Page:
Juice has been a real saving grace for me because frankly, if I didn’t get something fresh across my palate I was going to starve myself to death rather than eat another bowl of slops. I have discovered a deep love for beetroot and carrot juice and am surprised to discover I actually enjoy the taste of juiced celery! I have become so addicted to my daily juice that I nearly cried when my juicer had a near-death incident (it’s ok, he survived) and if it gets to about 3pm and I haven’t had my juice yet, I start getting twitchy like a hungry toddler.
But, I hear you asking with baited breath, did it cure the constipation? You can probably guess from my track record by now. No, it did not.
So what did help? To be honest, it’s a battle only half won and it’s certainly not over yet, but for me, the best treatment thus far has actually been the reintroduction of some fibre into my diet!
I decided, after adhering to Stage 1 for a week and then adding juicing in week 2 that I was simply going to hurl myself off a cliff if I had to continue on this bland diet, waiting for my enema kit to arrive, so I figured I’d do some experimentation. After all, as the good doctor has been known to say, all bodies are individual and what works for one patient won’t work for another. The GAPS protocol is correct but as far as the nitty gritty details, you have to find your own equilibrium. So, that in mind, I kept progressing through the diet, introducing new foods every few days and watching for unusual reactions.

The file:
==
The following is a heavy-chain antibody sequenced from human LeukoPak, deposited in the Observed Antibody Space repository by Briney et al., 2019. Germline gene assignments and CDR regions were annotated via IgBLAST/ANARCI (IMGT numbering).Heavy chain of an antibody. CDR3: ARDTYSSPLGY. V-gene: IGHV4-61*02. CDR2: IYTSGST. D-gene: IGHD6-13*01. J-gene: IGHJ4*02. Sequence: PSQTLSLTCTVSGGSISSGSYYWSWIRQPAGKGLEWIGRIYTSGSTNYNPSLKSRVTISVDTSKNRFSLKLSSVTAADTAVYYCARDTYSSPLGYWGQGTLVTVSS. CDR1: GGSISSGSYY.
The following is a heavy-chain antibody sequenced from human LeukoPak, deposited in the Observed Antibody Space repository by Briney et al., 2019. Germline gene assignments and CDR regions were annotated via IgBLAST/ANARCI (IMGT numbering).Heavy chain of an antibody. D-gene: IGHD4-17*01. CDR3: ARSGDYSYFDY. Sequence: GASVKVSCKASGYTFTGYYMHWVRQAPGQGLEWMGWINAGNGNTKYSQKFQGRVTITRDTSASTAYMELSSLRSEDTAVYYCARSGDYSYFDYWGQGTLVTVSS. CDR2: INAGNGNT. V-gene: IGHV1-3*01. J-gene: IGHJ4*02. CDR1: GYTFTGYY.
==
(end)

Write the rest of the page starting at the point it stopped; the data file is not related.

A GAPS patient I chat to online pointed out to me that this could be the source of much inaccuracy. If the toxins form the previous offending food are still in the digestive tract, they could be causing reactions by absorption through the gut wall. Thus, it is impossible to know what food is causing what reaction if you are backed up. While I totally agree with this reasoning (it’s hard to argue with logic) if the main symptom you aim to treat is the constipation itself then it seems silly to remain on a diet that’s known to cause constipation waiting for an enema kit that may never arrive!
So I introduced egg yolks, then the whites, then scrambled eggs in ghee. Then I introduced stews and (gods be praised!) fresh herbs. I started eating gravlax and avocado and solid sauerkraut (not just the juice) and none of this made much of a difference until I found nuts. Activated walnuts, to be precise. At first they are consumed ground in to a flour and mixed with eggs and mashed pumpkin to make little pancakes and then, if no reactions occur, you can eat them whole. Well, I love nuts and I didn’t wait very long to start scarfing them by the handful and even though I felt an initial twinge of guilt, I don’t regret a thing now because guess what? Thanks to those nuts, there was movement at the station. Toot toot!
The stool is still most definitely not ideal but it is actually coming out and really, when it comes to this kind of thing, the old expression, “better out than in” couldn’t be truer. Plus, with some movement at least, I’m no longer spending hours in writhing agony as the gas build-up in my bowel threatens to blow a gasket.
I’m going to continue to progress through the GAPS stages and see how I go. Maybe when my kit arrives I will try the dreaded enema again and see what happens. Maybe I will remove some foods and revert through the stages backwards if need be but who knows? Perhaps by then my gut will be normalised by all this lovely healthy food. Fingers crossed! Not legs.